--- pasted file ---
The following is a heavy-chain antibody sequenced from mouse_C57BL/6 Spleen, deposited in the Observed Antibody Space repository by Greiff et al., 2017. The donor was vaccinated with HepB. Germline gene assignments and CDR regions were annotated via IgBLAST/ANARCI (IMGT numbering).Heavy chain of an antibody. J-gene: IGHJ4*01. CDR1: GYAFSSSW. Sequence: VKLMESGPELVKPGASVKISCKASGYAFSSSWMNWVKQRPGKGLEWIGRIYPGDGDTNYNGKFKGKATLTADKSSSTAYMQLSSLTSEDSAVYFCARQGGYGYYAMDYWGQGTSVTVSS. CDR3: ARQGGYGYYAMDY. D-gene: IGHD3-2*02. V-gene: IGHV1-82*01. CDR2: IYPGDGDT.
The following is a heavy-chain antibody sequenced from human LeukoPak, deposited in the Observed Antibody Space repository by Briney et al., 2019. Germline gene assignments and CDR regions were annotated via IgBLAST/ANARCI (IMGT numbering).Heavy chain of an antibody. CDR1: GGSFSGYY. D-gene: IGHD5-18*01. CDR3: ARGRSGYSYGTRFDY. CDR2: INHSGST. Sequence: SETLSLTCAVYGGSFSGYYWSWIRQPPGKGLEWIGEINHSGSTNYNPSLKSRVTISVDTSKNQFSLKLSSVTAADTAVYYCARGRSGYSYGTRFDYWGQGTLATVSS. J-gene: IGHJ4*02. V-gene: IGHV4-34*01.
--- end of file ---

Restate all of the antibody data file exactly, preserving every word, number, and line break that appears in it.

The following is a heavy-chain antibody sequenced from mouse_C57BL/6 Spleen, deposited in the Observed Antibody Space repository by Greiff et al., 2017. The donor was vaccinated with HepB. Germline gene assignments and CDR regions were annotated via IgBLAST/ANARCI (IMGT numbering).Heavy chain of an antibody. J-gene: IGHJ4*01. CDR1: GYAFSSSW. Sequence: VKLMESGPELVKPGASVKISCKASGYAFSSSWMNWVKQRPGKGLEWIGRIYPGDGDTNYNGKFKGKATLTADKSSSTAYMQLSSLTSEDSAVYFCARQGGYGYYAMDYWGQGTSVTVSS. CDR3: ARQGGYGYYAMDY. D-gene: IGHD3-2*02. V-gene: IGHV1-82*01. CDR2: IYPGDGDT.
The following is a heavy-chain antibody sequenced from human LeukoPak, deposited in the Observed Antibody Space repository by Briney et al., 2019. Germline gene assignments and CDR regions were annotated via IgBLAST/ANARCI (IMGT numbering).Heavy chain of an antibody. CDR1: GGSFSGYY. D-gene: IGHD5-18*01. CDR3: ARGRSGYSYGTRFDY. CDR2: INHSGST. Sequence: SETLSLTCAVYGGSFSGYYWSWIRQPPGKGLEWIGEINHSGSTNYNPSLKSRVTISVDTSKNQFSLKLSSVTAADTAVYYCARGRSGYSYGTRFDYWGQGTLATVSS. J-gene: IGHJ4*02. V-gene: IGHV4-34*01.